Getting the balance between powerful features and simple, intuitive control isn’t easy. AstroLab nails this perfectly. With a few more firmware iterations, it could become even more powerful. But right now, if you’re in the market for a stage keyboard, you can do little better than investing in AstroLab.

Pros and Cons: Arturia AstroLab

Pros

  • Analog Lab Pro in a box
  • Sturdy, high quality build
  • Fantastic Screen Encoder concept
  • Pigments sounds in a hardware synth
  • External audio processing
  • Huge internal storage, supplemented by external storage options

Cons

  • No direct support for Mellotron V patches
  • Some polyphony restrictions
  • No direct KeyLab-style mapping support for individual V Collection instruments
  • No CV/Gate or Sync connectivity
  • No Poly AT or MPE support

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Arturia’s AstroLab is available today for €1,599.00

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Arturia AstroLab

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5 responses to “Arturia AstroLab Review: Avant-Garde Stage Keyboard”

    Diki Ross says:
    0

    As a stage controller, it’s sadly lacking in some of the ‘standard’ controls… no pitch strips, no drawbars/sliders, and to be honest, a 61 is quite restrictive if you want to play piano and Rhodes/Wurlitzer. I think a 76 would have been a better choice for a stage keyboard if you want/need two sounds on a split.

    The display is disappointing too. Quite inexpensive workstations and arrangers have decent sized touchscreens.

    Finally, 48 voices for a piano sound? When stage pianos in the $300 range give you 128 (and sampled piano libraries with sympathetic resonance chew even that up fairly quickly) it looks like the CPU has been the corner cut…

    This might be a great ADDITION to a stage setup, but it’s not really up to being the sole device unless your needs are minimal….

    Close but no banana. Triple the CPU horsepower, add in some proper keyboard controls, throw in a decent screen and marry it to a 76, it’s the standalone solution we need.

    Real Consumer says:
    0

    Watch out for Arturia hardware, it will bring problems to your setup!

    I currently have several Arturia products with connection problems and software connectivity issues!
    Support is extremely slow and does not help at all in many cases.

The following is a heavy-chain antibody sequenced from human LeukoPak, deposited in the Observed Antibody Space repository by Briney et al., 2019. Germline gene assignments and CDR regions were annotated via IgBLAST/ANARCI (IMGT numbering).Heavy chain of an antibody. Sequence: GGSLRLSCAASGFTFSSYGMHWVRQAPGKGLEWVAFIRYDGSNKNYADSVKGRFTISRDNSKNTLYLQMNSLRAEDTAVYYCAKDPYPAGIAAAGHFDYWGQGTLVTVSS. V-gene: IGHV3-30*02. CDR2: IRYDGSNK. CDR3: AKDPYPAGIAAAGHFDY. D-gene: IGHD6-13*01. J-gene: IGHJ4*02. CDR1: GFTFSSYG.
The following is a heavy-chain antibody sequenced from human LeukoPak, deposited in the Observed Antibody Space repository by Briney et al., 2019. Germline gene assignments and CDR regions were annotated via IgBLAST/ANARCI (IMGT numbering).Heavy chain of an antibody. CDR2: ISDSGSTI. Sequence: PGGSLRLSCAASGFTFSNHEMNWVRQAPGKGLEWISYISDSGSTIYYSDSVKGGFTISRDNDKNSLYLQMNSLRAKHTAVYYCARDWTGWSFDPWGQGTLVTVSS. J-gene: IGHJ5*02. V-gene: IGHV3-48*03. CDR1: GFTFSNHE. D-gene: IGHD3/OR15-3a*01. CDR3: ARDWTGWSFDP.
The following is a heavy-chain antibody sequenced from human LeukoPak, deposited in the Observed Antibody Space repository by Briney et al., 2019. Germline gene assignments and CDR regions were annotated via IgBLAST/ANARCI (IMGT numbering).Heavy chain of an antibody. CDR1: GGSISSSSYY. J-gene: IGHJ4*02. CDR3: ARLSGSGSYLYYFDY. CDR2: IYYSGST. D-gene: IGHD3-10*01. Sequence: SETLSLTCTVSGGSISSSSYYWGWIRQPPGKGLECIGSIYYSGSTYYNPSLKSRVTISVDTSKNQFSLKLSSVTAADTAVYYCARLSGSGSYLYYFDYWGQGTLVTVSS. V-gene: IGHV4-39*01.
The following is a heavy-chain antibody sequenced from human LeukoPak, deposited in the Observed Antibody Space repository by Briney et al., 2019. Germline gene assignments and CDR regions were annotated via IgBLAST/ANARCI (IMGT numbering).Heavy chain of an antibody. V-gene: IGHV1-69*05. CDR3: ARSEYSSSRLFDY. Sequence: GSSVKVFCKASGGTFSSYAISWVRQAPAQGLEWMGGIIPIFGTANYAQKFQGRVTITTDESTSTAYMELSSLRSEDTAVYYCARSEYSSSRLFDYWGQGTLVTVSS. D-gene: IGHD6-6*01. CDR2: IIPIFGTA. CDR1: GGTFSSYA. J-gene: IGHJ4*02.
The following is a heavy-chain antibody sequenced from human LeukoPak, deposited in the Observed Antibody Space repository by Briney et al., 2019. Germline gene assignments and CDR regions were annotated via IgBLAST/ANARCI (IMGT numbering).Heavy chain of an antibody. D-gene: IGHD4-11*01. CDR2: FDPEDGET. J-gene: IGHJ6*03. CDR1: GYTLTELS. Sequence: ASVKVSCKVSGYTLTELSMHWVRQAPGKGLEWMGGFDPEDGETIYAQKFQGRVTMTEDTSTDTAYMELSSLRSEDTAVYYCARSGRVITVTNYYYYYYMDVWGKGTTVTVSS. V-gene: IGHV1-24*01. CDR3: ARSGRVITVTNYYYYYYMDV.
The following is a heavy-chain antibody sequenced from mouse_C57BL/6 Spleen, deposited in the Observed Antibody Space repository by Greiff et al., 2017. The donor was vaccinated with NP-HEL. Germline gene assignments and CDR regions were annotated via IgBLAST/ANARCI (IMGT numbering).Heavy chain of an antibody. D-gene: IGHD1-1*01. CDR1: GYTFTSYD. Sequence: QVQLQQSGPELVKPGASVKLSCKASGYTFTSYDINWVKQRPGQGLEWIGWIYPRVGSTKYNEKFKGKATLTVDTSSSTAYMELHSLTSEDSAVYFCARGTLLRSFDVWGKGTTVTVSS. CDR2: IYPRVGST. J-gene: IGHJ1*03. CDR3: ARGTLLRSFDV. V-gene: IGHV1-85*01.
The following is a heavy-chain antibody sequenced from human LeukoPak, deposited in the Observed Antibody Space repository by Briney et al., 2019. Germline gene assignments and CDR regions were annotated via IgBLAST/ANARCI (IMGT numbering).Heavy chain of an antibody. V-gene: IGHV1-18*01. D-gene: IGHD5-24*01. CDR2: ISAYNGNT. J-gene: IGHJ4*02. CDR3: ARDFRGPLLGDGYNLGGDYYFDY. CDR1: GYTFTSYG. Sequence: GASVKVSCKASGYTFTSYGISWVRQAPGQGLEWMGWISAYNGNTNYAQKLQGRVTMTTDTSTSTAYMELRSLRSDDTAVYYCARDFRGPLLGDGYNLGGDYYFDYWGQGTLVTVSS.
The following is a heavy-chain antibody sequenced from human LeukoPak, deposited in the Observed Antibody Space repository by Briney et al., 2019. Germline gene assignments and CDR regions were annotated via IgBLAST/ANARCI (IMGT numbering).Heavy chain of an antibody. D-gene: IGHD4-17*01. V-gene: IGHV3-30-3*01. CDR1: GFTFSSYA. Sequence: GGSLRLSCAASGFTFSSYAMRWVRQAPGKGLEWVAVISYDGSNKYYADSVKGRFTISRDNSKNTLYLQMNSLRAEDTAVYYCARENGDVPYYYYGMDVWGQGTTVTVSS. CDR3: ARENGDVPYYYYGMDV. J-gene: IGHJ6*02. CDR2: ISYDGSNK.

I had so many problems with Polybrute, only Firmware V2 made the software / hardware usable together.
    So many bugs before that, a slap into the face of the buyers of a premium products.

    The Astrothing released today: round mini-display where you can see only four elements in a list is a design desaster.

    Only two-timbral is really weak. NO MIDI THRU! ARGHHH! For LIVE sets midi thru is so important to avoid additional hardware.

    But even with only two timbres, of course two stereo output pairs would have been a must!

    No analog filters!

    The knobs are on the wrong side. In the video you can see how hard it is to change from left hand modwheel to right hand knobs, very unpractical.
    You want one play hand and all controls easily reachable with the other hand. Very basic design problems, really not good for live use.

    This product should have a big touch screen to edit and manage sounds, would not have done too much to production cost.

    The need to use a smartphone is another source of problems. This is a design idea by an old man who things smartphones are cool.

    Did you say you had problems with Wifi? Watch this closely! They will put it out in broken state, I bet! Firmware updates will maybe fix it, maybe not.

    Arturia has some weakness in this hardware/software connectivity engineering department, things seem to be developed only on the happy path, result is that it does not work in many cases.

    In hindsight we can see now how far advanced the Korg Workstation concepts have been, how many years ago…? Compared to this Astrothing Kronos is still a monster.

    Overall really disappointing and of course much too expensive for something lacking important features.

    chools says:
    0

    Creamware tried going from computer software to standalone hardware, wasn’t a success. Had Arturia produced a hardware Pigments…

    John says:
    0

    that price is way too steep for keyboard with out offering some sort of midi2/mpe functionality, let alone not having poly aftertouch. I mean, for $1700, you can get a full on MPE controller/physical modeling synth with Expressive E. And while the korg keystage is only a midi controller, it still offers mpe/midi2 and poly aftertouch as well as cooler performance features. and, when paired with the new korg desktop models (wavestate, opsix, modwave) or the hydrasynth you’d have a legit setup nearly half the price. I also don’t find it all that compelling to run software which I already spent hundreds of dollars on with out some sort of unique features that are exclusive to the hardware. and I can’t say enough how mid these performance tools are. at least offer the means to create midi patterns directly in the box. it doesn’t have to full blown Akai mpc stuff…just…something

    Terry says:
    -1

    Love my Arturia MicroFreak with software update especially.
    Wiil avoid this overpriced and underfeatured miscalculation.